Drover and Lemmens219 used computer-assisted infusions to determine the blood concentrations of remifentanil required to supplement 66% N2O in patients having abdominal surgery. Other than premedication with 1 to 2 mg midazolam, no sedatives or hypnotics were given. During surgery, the remifentanil EC50 for adequate anesthesia was 4.1 ng/mL for men and 7.5 ng/mL for women. The reason for gender differences in these results was not clear, but could have been related to different types of surgeries. Pediatric patients require twice as much remifentanil as adults (0.15 µg/kg/min vs. 0.08 µg/kg/min) when it is used with propofol for TIVA.220
Investigations of remifentanil for balanced anesthesia, including combination with isoflurane,221,222 sevoflurane,223 and desflurane,224 report similar findings of hemodynamic stability and easy titratability. A clinical trial of remifentanil and desflurane–N2O identified blood remifentanil concentrations that provide an optimal balance between hemodynamic stability and blunting responses to noxious stimulation while permitting rapid recovery.224 In the presence of 2.2 to 2.7% end-tidal desflurane and N2O, optimal remifentanil plasma concentrations were 5 to 7 ng/mL for laryngoscopy and skin closure and 10 ng/mL during abdominal surgery. It is interesting to note that adjustments in remifentanil blunted the sympathetic response to noxious stimulation but did not alter desflurane's effect on the bispectral index analysis of the EEG.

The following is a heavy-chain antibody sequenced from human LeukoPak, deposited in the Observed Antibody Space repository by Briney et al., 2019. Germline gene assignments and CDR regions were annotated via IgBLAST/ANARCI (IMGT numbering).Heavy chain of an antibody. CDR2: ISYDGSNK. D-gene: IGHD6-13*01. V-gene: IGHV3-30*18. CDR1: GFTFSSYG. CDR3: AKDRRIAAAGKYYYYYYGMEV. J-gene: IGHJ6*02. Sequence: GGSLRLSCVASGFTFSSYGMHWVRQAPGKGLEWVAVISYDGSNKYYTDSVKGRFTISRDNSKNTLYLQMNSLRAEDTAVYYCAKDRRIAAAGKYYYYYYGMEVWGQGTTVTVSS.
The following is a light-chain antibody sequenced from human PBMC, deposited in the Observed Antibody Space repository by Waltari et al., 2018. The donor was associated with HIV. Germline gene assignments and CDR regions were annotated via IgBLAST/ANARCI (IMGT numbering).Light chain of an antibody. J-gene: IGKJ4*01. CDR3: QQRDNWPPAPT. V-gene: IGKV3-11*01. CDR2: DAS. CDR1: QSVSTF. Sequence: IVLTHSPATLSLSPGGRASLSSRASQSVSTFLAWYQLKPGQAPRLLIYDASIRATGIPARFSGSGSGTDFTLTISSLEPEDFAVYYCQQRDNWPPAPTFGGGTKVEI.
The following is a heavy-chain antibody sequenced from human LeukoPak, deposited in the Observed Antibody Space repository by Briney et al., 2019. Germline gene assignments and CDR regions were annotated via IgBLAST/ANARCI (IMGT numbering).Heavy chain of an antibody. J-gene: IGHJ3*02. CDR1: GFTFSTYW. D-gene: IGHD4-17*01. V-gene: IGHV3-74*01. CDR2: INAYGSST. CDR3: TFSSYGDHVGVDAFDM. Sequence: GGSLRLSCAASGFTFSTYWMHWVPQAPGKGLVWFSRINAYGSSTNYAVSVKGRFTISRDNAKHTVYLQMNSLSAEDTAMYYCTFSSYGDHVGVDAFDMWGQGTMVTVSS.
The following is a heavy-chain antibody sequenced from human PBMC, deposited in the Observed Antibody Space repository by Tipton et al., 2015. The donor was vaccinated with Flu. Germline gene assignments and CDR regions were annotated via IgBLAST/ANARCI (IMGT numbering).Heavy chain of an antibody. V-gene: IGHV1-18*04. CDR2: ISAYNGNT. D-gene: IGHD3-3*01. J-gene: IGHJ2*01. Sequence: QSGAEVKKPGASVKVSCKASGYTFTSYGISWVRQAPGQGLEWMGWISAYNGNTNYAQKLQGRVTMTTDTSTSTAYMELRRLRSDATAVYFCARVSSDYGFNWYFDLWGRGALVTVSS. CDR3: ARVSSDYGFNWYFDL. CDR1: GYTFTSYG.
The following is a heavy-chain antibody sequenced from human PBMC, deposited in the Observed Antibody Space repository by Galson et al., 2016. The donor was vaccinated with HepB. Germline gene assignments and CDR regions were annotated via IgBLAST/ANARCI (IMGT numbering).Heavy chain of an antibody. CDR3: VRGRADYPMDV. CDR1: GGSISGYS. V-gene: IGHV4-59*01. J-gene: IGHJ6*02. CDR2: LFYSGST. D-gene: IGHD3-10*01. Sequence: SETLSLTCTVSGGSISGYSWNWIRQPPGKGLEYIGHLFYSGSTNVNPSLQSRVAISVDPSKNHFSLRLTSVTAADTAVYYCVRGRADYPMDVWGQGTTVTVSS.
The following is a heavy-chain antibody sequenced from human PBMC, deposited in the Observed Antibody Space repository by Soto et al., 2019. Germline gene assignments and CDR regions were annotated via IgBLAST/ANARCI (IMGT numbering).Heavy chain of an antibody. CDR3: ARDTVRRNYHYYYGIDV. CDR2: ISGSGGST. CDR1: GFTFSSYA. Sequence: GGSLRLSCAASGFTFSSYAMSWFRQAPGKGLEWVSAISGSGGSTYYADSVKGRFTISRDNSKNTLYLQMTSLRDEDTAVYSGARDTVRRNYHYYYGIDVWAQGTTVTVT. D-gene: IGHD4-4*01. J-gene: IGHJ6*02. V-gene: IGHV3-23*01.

Remifentanil is infused as a component of TIVA more frequently than other opioids. Both remifentanil and propofol can be administered at fixed infusion rates or by computer-controlled systems that provide target plasma concentrations, commonly referred to as target-controlled infusions or TCI. The combination of remifentanil and propofol for TIVA has been used successfully for a variety of inpatient procedures, including coronary artery bypass graft; other major thoracic, neurosurgical, abdominal, and orthopaedic procedures; as well as ambulatory surgery and other painful procedures in adults and children. Two studies demonstrated that a fairly low plasma concentration of remifentanil, TCI at 3.4 to 4 ng/mL, reduces propofol EC50 for intubation by 66%, from approximately 6 to 2 ng/mL,218,225 but further increases in remifentanil dosage only modestly reduced propofol dose requirements, an apparent ceiling effect.225 A clinical dose ranging study found that remifentanil EC50 for laryngoscopy was 14.3 and 1.4 ng/mL with propofol infusions of 44 and 200 µg/kg/min, respectively.226 Response to intubation was prevented in 80% of patients by approximately doubling the remifentanil. A small bolus dose of remifentanil (20 µg) given 30 seconds before induction, can reduce the pain of propofol injection.227